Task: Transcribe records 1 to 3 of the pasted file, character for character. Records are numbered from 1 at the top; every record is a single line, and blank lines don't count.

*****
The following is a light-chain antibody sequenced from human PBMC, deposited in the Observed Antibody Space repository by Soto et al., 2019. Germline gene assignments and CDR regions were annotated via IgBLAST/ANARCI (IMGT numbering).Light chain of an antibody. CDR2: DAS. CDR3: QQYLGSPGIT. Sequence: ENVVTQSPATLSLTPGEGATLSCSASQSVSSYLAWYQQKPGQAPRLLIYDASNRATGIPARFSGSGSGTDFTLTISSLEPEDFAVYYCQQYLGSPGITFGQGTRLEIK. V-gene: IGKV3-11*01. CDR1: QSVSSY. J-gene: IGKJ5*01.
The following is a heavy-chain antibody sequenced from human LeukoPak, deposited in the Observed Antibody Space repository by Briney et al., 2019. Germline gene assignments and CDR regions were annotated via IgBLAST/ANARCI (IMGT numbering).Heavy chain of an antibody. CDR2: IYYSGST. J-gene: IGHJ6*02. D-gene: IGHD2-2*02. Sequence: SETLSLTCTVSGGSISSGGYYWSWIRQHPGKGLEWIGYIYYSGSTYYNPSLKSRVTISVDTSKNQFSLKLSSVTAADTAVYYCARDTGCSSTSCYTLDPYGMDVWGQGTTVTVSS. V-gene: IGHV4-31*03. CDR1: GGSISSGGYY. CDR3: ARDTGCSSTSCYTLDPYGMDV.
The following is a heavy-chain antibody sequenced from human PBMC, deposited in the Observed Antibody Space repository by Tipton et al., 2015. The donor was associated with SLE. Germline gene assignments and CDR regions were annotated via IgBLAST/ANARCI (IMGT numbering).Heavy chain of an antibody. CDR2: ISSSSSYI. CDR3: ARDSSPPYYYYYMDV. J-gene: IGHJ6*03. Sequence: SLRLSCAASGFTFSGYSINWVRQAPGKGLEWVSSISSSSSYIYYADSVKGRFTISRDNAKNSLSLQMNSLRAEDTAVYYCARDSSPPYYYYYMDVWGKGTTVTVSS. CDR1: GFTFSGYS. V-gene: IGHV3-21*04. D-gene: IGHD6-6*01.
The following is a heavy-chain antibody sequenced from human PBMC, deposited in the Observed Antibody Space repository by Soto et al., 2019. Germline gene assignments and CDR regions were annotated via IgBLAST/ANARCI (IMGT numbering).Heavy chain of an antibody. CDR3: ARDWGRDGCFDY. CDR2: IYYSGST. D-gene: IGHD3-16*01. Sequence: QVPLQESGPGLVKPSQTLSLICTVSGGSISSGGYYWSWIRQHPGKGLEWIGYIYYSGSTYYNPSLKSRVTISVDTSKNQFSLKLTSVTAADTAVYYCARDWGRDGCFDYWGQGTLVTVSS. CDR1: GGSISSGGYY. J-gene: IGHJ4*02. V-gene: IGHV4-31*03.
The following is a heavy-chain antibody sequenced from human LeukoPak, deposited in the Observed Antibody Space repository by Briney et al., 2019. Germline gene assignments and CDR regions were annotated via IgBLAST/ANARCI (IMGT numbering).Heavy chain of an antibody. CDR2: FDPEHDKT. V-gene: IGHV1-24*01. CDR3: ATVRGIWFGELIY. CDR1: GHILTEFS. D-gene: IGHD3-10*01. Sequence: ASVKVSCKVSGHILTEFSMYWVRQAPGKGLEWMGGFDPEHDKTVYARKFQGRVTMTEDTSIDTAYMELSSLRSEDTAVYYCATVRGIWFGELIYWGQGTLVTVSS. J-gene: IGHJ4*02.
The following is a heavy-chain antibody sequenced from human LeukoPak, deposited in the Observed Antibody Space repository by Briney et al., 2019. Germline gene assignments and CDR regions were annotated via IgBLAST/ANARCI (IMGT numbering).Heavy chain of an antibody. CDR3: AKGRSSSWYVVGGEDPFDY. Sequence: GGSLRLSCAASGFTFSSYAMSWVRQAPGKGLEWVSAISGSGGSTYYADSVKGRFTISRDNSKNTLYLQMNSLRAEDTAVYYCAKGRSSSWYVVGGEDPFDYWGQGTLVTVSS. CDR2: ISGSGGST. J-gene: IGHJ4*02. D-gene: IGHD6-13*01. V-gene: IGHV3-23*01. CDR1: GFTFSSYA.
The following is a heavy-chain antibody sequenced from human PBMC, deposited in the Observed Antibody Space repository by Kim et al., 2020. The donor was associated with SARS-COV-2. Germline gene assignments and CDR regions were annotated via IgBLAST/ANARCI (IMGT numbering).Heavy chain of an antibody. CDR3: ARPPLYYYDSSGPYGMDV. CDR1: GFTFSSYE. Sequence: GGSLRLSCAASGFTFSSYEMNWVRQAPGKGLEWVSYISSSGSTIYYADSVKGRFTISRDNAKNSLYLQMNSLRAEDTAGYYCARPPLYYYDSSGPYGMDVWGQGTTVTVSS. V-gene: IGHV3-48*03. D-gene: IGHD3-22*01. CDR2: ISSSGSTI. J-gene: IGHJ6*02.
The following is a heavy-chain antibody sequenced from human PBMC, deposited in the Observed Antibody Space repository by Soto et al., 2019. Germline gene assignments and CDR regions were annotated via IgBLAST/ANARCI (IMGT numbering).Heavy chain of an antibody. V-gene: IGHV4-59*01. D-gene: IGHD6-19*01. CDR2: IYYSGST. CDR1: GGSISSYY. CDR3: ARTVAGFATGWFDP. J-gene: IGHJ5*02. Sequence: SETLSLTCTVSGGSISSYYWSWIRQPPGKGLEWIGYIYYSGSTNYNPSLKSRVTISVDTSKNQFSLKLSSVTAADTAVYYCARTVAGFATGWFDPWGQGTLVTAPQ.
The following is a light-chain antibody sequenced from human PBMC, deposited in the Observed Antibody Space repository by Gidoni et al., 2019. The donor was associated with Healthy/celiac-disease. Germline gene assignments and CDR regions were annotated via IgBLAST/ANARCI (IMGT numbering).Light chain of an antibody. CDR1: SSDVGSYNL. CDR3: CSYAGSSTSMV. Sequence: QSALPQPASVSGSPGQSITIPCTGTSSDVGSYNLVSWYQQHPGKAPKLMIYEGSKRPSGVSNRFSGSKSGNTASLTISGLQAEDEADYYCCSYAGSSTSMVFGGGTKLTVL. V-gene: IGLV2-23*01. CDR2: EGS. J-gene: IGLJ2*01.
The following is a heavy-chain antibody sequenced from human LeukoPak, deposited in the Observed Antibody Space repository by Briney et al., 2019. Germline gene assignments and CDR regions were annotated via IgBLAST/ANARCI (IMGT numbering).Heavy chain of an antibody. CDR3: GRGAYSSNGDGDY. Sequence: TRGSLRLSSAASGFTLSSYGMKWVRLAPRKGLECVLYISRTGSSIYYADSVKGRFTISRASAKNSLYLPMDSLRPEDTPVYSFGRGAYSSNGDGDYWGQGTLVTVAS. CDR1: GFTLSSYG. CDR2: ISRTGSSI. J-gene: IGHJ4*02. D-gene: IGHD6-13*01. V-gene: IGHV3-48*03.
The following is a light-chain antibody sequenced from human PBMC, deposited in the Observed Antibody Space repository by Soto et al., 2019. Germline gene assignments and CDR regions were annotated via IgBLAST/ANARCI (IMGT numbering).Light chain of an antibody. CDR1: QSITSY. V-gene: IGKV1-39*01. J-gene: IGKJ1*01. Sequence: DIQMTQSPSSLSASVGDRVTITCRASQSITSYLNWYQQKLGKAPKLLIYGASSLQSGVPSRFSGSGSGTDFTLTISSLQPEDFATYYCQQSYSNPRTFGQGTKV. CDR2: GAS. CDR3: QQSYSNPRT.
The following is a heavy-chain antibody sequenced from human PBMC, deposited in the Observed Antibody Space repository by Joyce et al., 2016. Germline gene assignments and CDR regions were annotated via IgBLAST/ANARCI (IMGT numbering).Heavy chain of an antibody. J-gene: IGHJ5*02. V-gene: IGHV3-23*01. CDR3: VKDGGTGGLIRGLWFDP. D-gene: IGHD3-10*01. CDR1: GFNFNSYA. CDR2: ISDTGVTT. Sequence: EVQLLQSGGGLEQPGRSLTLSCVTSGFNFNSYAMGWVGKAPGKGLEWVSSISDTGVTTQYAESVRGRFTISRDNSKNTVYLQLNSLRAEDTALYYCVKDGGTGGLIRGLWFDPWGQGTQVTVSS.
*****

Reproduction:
The following is a light-chain antibody sequenced from human PBMC, deposited in the Observed Antibody Space repository by Soto et al., 2019. Germline gene assignments and CDR regions were annotated via IgBLAST/ANARCI (IMGT numbering).Light chain of an antibody. CDR2: DAS. CDR3: QQYLGSPGIT. Sequence: ENVVTQSPATLSLTPGEGATLSCSASQSVSSYLAWYQQKPGQAPRLLIYDASNRATGIPARFSGSGSGTDFTLTISSLEPEDFAVYYCQQYLGSPGITFGQGTRLEIK. V-gene: IGKV3-11*01. CDR1: QSVSSY. J-gene: IGKJ5*01.
The following is a heavy-chain antibody sequenced from human LeukoPak, deposited in the Observed Antibody Space repository by Briney et al., 2019. Germline gene assignments and CDR regions were annotated via IgBLAST/ANARCI (IMGT numbering).Heavy chain of an antibody. CDR2: IYYSGST. J-gene: IGHJ6*02. D-gene: IGHD2-2*02. Sequence: SETLSLTCTVSGGSISSGGYYWSWIRQHPGKGLEWIGYIYYSGSTYYNPSLKSRVTISVDTSKNQFSLKLSSVTAADTAVYYCARDTGCSSTSCYTLDPYGMDVWGQGTTVTVSS. V-gene: IGHV4-31*03. CDR1: GGSISSGGYY. CDR3: ARDTGCSSTSCYTLDPYGMDV.
The following is a heavy-chain antibody sequenced from human PBMC, deposited in the Observed Antibody Space repository by Tipton et al., 2015. The donor was associated with SLE. Germline gene assignments and CDR regions were annotated via IgBLAST/ANARCI (IMGT numbering).Heavy chain of an antibody. CDR2: ISSSSSYI. CDR3: ARDSSPPYYYYYMDV. J-gene: IGHJ6*03. Sequence: SLRLSCAASGFTFSGYSINWVRQAPGKGLEWVSSISSSSSYIYYADSVKGRFTISRDNAKNSLSLQMNSLRAEDTAVYYCARDSSPPYYYYYMDVWGKGTTVTVSS. CDR1: GFTFSGYS. V-gene: IGHV3-21*04. D-gene: IGHD6-6*01.